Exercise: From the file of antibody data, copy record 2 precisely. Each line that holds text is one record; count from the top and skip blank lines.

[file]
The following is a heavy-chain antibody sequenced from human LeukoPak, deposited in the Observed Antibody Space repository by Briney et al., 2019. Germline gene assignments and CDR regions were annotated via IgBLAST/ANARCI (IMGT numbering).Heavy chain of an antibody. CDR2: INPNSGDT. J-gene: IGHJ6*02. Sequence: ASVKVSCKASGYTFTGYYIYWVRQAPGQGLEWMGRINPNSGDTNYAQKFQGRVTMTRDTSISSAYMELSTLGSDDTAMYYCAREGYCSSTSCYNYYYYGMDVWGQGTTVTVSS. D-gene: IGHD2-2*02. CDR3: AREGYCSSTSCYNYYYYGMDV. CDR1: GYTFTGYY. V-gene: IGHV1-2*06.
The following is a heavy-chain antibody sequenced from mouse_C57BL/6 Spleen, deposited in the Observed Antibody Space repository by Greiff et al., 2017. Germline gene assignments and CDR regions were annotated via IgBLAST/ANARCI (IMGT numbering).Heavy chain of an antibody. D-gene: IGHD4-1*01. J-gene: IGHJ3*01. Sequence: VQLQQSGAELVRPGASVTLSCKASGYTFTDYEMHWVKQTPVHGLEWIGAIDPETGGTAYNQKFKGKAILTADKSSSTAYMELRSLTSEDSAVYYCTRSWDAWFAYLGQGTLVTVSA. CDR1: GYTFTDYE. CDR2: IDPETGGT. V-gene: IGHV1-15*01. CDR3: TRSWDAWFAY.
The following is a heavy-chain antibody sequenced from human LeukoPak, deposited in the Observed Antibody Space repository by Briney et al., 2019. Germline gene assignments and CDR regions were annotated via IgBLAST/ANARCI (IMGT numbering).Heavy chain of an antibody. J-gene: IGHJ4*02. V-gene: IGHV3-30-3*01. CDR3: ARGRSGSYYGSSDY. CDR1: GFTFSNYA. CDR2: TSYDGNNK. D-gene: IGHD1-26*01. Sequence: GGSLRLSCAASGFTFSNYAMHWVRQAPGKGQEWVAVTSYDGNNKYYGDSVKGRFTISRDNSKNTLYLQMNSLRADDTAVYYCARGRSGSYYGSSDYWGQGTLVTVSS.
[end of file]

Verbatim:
The following is a heavy-chain antibody sequenced from mouse_C57BL/6 Spleen, deposited in the Observed Antibody Space repository by Greiff et al., 2017. Germline gene assignments and CDR regions were annotated via IgBLAST/ANARCI (IMGT numbering).Heavy chain of an antibody. D-gene: IGHD4-1*01. J-gene: IGHJ3*01. Sequence: VQLQQSGAELVRPGASVTLSCKASGYTFTDYEMHWVKQTPVHGLEWIGAIDPETGGTAYNQKFKGKAILTADKSSSTAYMELRSLTSEDSAVYYCTRSWDAWFAYLGQGTLVTVSA. CDR1: GYTFTDYE. CDR2: IDPETGGT. V-gene: IGHV1-15*01. CDR3: TRSWDAWFAY.